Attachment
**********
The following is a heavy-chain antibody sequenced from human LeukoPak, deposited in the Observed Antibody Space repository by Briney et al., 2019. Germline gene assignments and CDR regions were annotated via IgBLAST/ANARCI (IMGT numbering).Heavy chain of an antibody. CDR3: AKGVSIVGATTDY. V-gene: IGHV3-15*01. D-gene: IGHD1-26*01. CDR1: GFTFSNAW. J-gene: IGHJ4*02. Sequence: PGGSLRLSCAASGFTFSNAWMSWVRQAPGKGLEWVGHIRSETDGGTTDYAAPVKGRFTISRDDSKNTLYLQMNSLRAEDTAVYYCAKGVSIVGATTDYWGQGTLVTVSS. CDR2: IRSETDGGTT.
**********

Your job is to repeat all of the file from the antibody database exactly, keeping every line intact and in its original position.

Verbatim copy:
The following is a heavy-chain antibody sequenced from human LeukoPak, deposited in the Observed Antibody Space repository by Briney et al., 2019. Germline gene assignments and CDR regions were annotated via IgBLAST/ANARCI (IMGT numbering).Heavy chain of an antibody. CDR3: AKGVSIVGATTDY. V-gene: IGHV3-15*01. D-gene: IGHD1-26*01. CDR1: GFTFSNAW. J-gene: IGHJ4*02. Sequence: PGGSLRLSCAASGFTFSNAWMSWVRQAPGKGLEWVGHIRSETDGGTTDYAAPVKGRFTISRDDSKNTLYLQMNSLRAEDTAVYYCAKGVSIVGATTDYWGQGTLVTVSS. CDR2: IRSETDGGTT.